Re: passing a Factory to a method to create a generic instance

Mark Space <>
Fri, 09 May 2008 13:17:08 -0700
thufir wrote:

I'd prefer not to use reflection, is that possible? I don't want to make
it complicated.

Rather than a RoomFactory class which implements Factory, could Room
implement Factory?

I didn't have time to read through all the code thoroughly, but a couple
of ideas occur to me.

First, you might want to define an interface for loading data, rather
than define a loadGuest, loadRoom, loadEtc.

public interface AssignmentLoadable {
   void assignmentLoad( IOStream io ) throws IOException;

Now you can take all your objects, add this interface, and load them all
the same way.

 > public static List<AsignmentLoadable> loadAll(File file) {
 > List<AsignmentLoadable> al =
 > new ArrayList<AsignmentLoadable>();
 > //List<String> lines = getLines(file);
 > IOStream ios = new FileIOStream( file );
 > while( (AssignmentLoadable a = getNextObject( ios )) != null )
 > a.assignmentLoad( ios );
 > al.add( a );
 > }
 > return al;
 > }

This is called a mix-in interface, btw, because it's an interface that's
easy to add to a class.

For the factory pattern, it might be better to use package private
constructors, then make the factory object part of the package, so it
has access to the constructors. Static methods are ok, but they aren't
inheritable and therefore can't be added to interfaces, so they're a
little awkward to work with.

public class Room implements AssignmentLoadable {
   Room() {} // NOTE: package private
   // etc.

public class HotelFactory {
   public List<AssignmentLoadable > newGuestList( File file ) { // etc.

You'll need to do a little work massaging AssignmentLoadable into
whatever top level class you want. I took the cheap and easy way out. I
didn't make HotelFactory itself generic because I want a concrete object
at the top level so it's easy to work with.

Now you have to parse the file into classes. This means matching up
strings with objects. A really sophisticated parser might read it's
configuration out of a separate file, so you could confiure it on the fly.


But for your assignment you might just want to tell the HotelFactory
that the string "Room:" is associated with the class "a00720398.Room"
for example. This gives you a bit of flexibility. It also might be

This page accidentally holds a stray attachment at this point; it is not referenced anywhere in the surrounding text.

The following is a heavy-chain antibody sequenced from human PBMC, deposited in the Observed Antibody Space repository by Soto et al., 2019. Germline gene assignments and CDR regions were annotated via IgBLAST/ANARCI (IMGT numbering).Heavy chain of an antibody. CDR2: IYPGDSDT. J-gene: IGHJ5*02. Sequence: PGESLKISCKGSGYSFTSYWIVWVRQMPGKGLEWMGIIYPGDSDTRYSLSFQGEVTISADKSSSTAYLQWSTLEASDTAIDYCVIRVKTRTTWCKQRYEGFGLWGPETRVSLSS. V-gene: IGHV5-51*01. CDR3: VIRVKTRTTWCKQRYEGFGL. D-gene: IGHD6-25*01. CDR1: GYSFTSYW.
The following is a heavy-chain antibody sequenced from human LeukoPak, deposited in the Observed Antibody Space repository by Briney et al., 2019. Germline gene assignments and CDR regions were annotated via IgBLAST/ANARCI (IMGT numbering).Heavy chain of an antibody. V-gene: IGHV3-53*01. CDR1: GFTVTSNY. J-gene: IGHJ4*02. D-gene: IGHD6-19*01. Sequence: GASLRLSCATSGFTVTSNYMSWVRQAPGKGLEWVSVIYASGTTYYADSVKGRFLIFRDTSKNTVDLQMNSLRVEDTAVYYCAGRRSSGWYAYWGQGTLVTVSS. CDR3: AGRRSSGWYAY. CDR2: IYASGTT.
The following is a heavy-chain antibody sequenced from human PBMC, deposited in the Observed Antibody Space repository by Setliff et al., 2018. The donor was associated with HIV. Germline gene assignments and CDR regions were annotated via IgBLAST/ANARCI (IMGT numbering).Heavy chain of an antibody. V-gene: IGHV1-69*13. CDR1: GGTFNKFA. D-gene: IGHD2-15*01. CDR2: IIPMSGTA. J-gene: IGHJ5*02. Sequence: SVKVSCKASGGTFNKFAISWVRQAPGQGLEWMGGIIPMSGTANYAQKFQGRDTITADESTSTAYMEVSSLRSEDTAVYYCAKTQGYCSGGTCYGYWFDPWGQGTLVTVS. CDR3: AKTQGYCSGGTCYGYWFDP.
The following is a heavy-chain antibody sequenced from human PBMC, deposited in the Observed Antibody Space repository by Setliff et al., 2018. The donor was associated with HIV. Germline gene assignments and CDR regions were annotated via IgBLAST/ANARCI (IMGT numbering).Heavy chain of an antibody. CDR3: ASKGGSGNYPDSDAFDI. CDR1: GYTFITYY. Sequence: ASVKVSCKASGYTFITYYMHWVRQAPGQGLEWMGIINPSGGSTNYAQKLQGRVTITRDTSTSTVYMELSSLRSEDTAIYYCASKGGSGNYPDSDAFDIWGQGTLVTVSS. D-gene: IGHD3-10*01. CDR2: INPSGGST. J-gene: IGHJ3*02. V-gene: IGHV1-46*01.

complete overkill for your assignment. Just building the Strings and
classes into HotelFactory as literals would probably work ok. However,
using this setter (and a few others) to configure the HotelFactory
object does give you the ability to inject a test object into the
HotelFactory, which might be handy if you run into real trouble
debugging it.

public class HotelFactory {

   Map<String,Class<? extends AsignmentLoadable>> parserStrings =
     new HashMap<String,Class<? extends AssignmentLoadable>>();

   public void setRoomParsing( String s,
          Class<? extends AssignmentLoadable> c )
     parserStrings.put( s, c );


Set this up externally when you make the Factory:

   HotelFactory h = new HotelFactory();
   h.setRoomParseing( "Room:", a00720398.Room.class );
   // etc. for other setters...
   List guests = h.newGuestList( myFile );

Then read your input file, match up strings with classes, and load the
classes up with the assginmentLoad() method, something like this:

class HotelFactory {
   public List<AssignmentLoadable> newGuestList( File file )
           throws FileNotFoundException,

       List<AssignmentLoadable> guestList = new

       FileInputStream fios = new FileInputStream(file);
       BufferedReader bin = new BufferedReader( new
InputStreamReader(fios) );

       String line;
       while( (line = bin.readLine()) != null )
           Class<AssignmentLoadable> c
                   = (Class<AssignmentLoadable>) parserStrings.get( line );
           AssignmentLoadable a = c.newInstance();
       return guestList;

// etc.


There are probably a couple of good design patterns that I'm missing
(parsing is not my strong suit) but this will hopefully at least give
you some ideas.

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